Reviewed by Glenn Erickson
At the forefront of the modern independent film movement is John Sayles, a
level-headed and serious filmmaker dedicated to working in a little-theater style: small stories,
honest performances, unusual subjects.
Lianna is an insightful movie about lesbian realities made at a time when only a few
Hollywood movies were coming out with 'shockingly honest' films about homosexuals, starring
handsome movie stars. Considered daring - a little too daring and independent to be
given serious Academy attention - today it plays as a sophisticated approach to a still-touchy topic.
Now handled by the IFC network and channeled through MGM for video distribution, Lianna
surfaces as a handsome MGM DVD.
College wife and mother Lianna Massey (Linda Griffiths) is unhappy with her husband
Dick (Jon DeVries), a film professor who treats her with selfish contempt. When she catches him with
one of his students she goes to her child psychology professor Ruth (Jane Hallaren) for comfort
and finds herself in a lesbian affair. Unfortunately, Lianna is too inexperienced to be cautious with
her new self-discovery. Telling Dick about Ruth gives him the leverage to force a cruelly unfair
prejudicing her impressionable kids in the bargain. Telling her best friend Sandy (Jo Henderson)
risks ruining Ruth's future at the college - Sandy can't handle the idea of lesbianism. When Ruth
reveals that she never intended their relationship to go this far, Lianna finds herself isolated and
depressed, no longer certain of her personal identity.
Mainstream 80s attempts to portray homosexuality often tried to downplay the sex content, with the odd
result that we'd wait awkwardly through a soapy romantic story to see if two same-gender actors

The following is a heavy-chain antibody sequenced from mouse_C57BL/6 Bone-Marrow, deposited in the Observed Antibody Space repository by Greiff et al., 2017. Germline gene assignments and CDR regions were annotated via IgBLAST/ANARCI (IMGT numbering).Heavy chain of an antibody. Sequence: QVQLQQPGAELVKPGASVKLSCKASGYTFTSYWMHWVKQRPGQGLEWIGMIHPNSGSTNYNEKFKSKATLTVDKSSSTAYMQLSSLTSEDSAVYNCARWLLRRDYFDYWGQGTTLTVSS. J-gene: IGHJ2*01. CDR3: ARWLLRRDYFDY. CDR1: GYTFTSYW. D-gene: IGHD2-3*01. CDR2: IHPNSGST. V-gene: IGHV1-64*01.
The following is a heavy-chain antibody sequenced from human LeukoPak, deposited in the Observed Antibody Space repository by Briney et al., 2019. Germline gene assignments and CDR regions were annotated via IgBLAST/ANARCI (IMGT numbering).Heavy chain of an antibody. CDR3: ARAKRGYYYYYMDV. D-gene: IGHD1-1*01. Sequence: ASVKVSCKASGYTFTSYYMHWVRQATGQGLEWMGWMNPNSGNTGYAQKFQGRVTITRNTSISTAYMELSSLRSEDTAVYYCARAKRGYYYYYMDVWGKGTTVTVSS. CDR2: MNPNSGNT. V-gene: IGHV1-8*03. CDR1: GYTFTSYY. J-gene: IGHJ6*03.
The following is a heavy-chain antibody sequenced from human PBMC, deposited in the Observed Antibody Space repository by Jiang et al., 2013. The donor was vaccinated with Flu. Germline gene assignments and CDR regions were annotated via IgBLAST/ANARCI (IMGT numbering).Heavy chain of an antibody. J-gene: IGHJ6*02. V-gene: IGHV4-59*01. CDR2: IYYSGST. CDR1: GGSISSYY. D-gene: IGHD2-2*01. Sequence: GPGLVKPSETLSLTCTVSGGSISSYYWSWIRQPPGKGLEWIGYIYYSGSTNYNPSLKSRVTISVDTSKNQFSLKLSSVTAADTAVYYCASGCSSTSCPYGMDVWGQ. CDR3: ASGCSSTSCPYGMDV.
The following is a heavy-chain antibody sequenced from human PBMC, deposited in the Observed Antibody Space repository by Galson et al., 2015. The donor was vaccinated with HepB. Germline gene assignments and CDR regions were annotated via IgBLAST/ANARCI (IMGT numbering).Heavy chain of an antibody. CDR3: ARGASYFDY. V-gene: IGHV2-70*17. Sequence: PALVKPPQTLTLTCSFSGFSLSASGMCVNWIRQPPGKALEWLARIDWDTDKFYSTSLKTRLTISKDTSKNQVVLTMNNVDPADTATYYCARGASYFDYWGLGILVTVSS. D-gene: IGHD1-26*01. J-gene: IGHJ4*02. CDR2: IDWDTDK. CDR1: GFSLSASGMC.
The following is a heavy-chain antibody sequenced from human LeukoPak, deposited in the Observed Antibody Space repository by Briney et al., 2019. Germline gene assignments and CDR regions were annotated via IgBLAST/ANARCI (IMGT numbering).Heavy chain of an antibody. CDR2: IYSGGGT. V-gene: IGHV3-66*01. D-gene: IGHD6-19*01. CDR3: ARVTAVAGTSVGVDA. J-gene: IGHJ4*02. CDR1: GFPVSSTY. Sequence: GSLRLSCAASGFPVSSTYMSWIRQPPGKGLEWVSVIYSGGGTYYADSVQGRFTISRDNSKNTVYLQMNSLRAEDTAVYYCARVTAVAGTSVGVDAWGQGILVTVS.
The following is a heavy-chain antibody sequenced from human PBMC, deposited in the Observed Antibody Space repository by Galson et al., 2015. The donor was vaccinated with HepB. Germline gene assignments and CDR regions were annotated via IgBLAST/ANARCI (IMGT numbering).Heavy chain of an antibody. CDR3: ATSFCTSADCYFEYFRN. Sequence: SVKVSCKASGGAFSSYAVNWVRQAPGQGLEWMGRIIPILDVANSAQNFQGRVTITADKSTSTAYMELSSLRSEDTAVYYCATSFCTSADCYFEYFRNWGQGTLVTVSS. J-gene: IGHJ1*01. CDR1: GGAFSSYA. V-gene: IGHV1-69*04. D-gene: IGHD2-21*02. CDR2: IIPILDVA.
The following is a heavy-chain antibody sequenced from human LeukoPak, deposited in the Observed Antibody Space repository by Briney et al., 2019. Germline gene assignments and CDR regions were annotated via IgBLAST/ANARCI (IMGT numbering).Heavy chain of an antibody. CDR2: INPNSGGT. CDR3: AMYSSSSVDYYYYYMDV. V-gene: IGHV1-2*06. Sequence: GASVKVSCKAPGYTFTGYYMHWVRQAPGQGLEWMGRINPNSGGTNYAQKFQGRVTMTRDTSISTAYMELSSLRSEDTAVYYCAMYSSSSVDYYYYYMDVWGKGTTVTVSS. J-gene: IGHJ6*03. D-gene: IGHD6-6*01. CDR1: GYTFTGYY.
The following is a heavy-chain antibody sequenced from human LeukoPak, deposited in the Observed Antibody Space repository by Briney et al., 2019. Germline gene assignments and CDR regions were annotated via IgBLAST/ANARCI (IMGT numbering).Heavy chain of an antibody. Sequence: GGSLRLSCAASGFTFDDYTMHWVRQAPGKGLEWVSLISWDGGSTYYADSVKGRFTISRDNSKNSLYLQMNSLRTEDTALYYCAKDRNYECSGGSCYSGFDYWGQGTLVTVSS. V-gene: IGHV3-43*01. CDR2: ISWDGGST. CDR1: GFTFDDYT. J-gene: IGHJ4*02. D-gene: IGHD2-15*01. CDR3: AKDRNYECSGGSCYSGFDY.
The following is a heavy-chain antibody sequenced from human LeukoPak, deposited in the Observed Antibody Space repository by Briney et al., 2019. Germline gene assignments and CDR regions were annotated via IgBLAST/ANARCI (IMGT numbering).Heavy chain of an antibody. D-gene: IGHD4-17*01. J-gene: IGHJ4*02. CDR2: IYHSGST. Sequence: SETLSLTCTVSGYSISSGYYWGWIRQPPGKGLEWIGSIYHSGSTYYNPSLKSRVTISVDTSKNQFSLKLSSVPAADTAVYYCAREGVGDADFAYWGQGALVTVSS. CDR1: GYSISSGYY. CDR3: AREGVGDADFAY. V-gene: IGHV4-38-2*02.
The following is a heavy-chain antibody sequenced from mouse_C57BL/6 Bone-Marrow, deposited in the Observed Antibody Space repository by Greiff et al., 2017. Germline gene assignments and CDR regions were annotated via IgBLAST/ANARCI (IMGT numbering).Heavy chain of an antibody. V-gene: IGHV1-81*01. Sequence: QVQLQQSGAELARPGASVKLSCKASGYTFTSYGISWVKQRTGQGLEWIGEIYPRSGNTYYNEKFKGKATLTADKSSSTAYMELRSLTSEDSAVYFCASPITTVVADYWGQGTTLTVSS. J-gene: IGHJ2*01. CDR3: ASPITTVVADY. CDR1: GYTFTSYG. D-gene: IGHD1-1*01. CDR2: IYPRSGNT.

would kiss or not. The emphasis
still positioned gays as a sideshow, and we'd wonder if the actors involved 'were' or 'weren't' instead
of thinking about the story. Lianna has scenes of women in bed together and not always
behaving themselves, and it refuses to brand sexuality within anyone's strict limits.
The story of
Lianna Massey is one of female empowerment plain and simple. The character has been subservient
for ten years to the needs and wishes of her film-teacher husband, even to the extent of letting him
name their kids after his favorite movie stars. He's jealous of her time (she should be
helping him for free) but reserves the right to philander to his heart's content with
Lianna's drift toward the older, sympathetic Ruth becomes inevitable the moment the depressed
housewife acknowedges earlier flirtations with girl-girl sexuality. In this case, honesty is her
worst enemy. She opens a door to nothing but problems by innocently revealing her affair to
her husband, and then to her best friend.
If this tale took place in the era of
The Children's Hour it would
all be over for Lianna. As it is, Ruth has reason to be concerned about having her private
life made public. She does clinical psych research with children and an intolerant backlash
could ruin her career. 1
Caught unawares by Lianna's foolhardy candor, Ruth starts to disengage almost immediately.
For Linda, the revelation of her sexuality is an entire change of life. Escaping from her small-minded
husband is a victory, but
the cost is terrible. Dick uses Lianna's dirty secret as blackmail to get his way, forcing Lianna to leave
with nothing. She must take a small job and live in a dirty apartment while trying to figure out
how to regain the trust of her children.
The best development in Lianna is that the film doesn't devolve into a melodrama about scandals and faculty